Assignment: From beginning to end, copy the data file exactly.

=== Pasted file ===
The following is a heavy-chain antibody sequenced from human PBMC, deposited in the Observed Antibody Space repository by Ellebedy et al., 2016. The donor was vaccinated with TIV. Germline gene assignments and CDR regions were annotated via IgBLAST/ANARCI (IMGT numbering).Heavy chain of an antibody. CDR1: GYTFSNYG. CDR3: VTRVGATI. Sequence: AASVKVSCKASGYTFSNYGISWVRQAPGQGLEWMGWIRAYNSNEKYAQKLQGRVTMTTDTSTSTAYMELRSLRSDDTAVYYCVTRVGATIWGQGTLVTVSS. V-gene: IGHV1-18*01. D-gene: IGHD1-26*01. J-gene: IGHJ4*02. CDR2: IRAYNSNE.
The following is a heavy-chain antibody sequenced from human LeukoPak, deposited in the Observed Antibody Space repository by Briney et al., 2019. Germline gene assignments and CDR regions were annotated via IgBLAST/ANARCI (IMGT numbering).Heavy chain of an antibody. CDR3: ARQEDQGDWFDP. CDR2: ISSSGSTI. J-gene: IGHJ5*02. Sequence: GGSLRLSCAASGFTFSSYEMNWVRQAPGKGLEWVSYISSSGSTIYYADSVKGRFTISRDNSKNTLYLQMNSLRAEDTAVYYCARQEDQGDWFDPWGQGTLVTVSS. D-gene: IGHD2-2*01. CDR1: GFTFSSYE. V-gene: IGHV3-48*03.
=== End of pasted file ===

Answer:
The following is a heavy-chain antibody sequenced from human PBMC, deposited in the Observed Antibody Space repository by Ellebedy et al., 2016. The donor was vaccinated with TIV. Germline gene assignments and CDR regions were annotated via IgBLAST/ANARCI (IMGT numbering).Heavy chain of an antibody. CDR1: GYTFSNYG. CDR3: VTRVGATI. Sequence: AASVKVSCKASGYTFSNYGISWVRQAPGQGLEWMGWIRAYNSNEKYAQKLQGRVTMTTDTSTSTAYMELRSLRSDDTAVYYCVTRVGATIWGQGTLVTVSS. V-gene: IGHV1-18*01. D-gene: IGHD1-26*01. J-gene: IGHJ4*02. CDR2: IRAYNSNE.
The following is a heavy-chain antibody sequenced from human LeukoPak, deposited in the Observed Antibody Space repository by Briney et al., 2019. Germline gene assignments and CDR regions were annotated via IgBLAST/ANARCI (IMGT numbering).Heavy chain of an antibody. CDR3: ARQEDQGDWFDP. CDR2: ISSSGSTI. J-gene: IGHJ5*02. Sequence: GGSLRLSCAASGFTFSSYEMNWVRQAPGKGLEWVSYISSSGSTIYYADSVKGRFTISRDNSKNTLYLQMNSLRAEDTAVYYCARQEDQGDWFDPWGQGTLVTVSS. D-gene: IGHD2-2*01. CDR1: GFTFSSYE. V-gene: IGHV3-48*03.